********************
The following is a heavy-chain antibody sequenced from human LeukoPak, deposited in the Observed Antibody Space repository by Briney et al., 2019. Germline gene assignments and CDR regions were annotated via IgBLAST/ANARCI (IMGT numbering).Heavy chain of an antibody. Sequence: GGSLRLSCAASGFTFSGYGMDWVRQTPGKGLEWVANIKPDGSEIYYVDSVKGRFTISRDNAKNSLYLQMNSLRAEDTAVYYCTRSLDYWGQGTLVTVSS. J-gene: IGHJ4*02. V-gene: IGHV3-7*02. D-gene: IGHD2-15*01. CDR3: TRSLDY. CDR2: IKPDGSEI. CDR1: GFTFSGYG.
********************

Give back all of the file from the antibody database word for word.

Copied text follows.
The following is a heavy-chain antibody sequenced from human LeukoPak, deposited in the Observed Antibody Space repository by Briney et al., 2019. Germline gene assignments and CDR regions were annotated via IgBLAST/ANARCI (IMGT numbering).Heavy chain of an antibody. Sequence: GGSLRLSCAASGFTFSGYGMDWVRQTPGKGLEWVANIKPDGSEIYYVDSVKGRFTISRDNAKNSLYLQMNSLRAEDTAVYYCTRSLDYWGQGTLVTVSS. J-gene: IGHJ4*02. V-gene: IGHV3-7*02. D-gene: IGHD2-15*01. CDR3: TRSLDY. CDR2: IKPDGSEI. CDR1: GFTFSGYG.